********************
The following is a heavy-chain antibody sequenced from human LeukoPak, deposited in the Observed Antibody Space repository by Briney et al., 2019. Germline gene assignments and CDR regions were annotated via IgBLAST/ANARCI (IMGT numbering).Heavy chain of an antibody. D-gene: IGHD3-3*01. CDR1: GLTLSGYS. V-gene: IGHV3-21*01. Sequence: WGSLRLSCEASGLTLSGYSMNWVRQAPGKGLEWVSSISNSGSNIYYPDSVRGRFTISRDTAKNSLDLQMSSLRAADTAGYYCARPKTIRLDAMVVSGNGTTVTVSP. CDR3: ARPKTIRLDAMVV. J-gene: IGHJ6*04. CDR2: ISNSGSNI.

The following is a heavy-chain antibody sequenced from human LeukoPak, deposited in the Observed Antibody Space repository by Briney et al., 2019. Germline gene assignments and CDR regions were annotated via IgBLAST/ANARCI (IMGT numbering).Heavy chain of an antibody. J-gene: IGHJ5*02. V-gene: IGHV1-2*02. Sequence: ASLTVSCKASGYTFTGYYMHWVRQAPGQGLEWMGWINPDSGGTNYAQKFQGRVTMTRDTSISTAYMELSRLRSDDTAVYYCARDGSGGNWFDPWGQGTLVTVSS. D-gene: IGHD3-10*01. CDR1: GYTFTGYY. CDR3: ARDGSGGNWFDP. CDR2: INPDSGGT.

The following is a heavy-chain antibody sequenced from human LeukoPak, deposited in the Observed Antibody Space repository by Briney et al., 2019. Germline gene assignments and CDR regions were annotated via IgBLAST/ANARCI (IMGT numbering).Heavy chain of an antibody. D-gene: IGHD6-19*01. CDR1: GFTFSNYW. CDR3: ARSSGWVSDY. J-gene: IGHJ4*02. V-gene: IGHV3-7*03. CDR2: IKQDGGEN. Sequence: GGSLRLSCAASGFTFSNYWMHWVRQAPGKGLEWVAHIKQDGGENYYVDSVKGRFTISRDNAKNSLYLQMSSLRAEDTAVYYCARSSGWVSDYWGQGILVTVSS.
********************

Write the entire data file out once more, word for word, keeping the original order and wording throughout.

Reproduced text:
The following is a heavy-chain antibody sequenced from human LeukoPak, deposited in the Observed Antibody Space repository by Briney et al., 2019. Germline gene assignments and CDR regions were annotated via IgBLAST/ANARCI (IMGT numbering).Heavy chain of an antibody. D-gene: IGHD3-3*01. CDR1: GLTLSGYS. V-gene: IGHV3-21*01. Sequence: WGSLRLSCEASGLTLSGYSMNWVRQAPGKGLEWVSSISNSGSNIYYPDSVRGRFTISRDTAKNSLDLQMSSLRAADTAGYYCARPKTIRLDAMVVSGNGTTVTVSP. CDR3: ARPKTIRLDAMVV. J-gene: IGHJ6*04. CDR2: ISNSGSNI.

The following is a heavy-chain antibody sequenced from human LeukoPak, deposited in the Observed Antibody Space repository by Briney et al., 2019. Germline gene assignments and CDR regions were annotated via IgBLAST/ANARCI (IMGT numbering).Heavy chain of an antibody. J-gene: IGHJ5*02. V-gene: IGHV1-2*02. Sequence: ASLTVSCKASGYTFTGYYMHWVRQAPGQGLEWMGWINPDSGGTNYAQKFQGRVTMTRDTSISTAYMELSRLRSDDTAVYYCARDGSGGNWFDPWGQGTLVTVSS. D-gene: IGHD3-10*01. CDR1: GYTFTGYY. CDR3: ARDGSGGNWFDP. CDR2: INPDSGGT.

The following is a heavy-chain antibody sequenced from human LeukoPak, deposited in the Observed Antibody Space repository by Briney et al., 2019. Germline gene assignments and CDR regions were annotated via IgBLAST/ANARCI (IMGT numbering).Heavy chain of an antibody. D-gene: IGHD6-19*01. CDR1: GFTFSNYW. CDR3: ARSSGWVSDY. J-gene: IGHJ4*02. V-gene: IGHV3-7*03. CDR2: IKQDGGEN. Sequence: GGSLRLSCAASGFTFSNYWMHWVRQAPGKGLEWVAHIKQDGGENYYVDSVKGRFTISRDNAKNSLYLQMSSLRAEDTAVYYCARSSGWVSDYWGQGILVTVSS.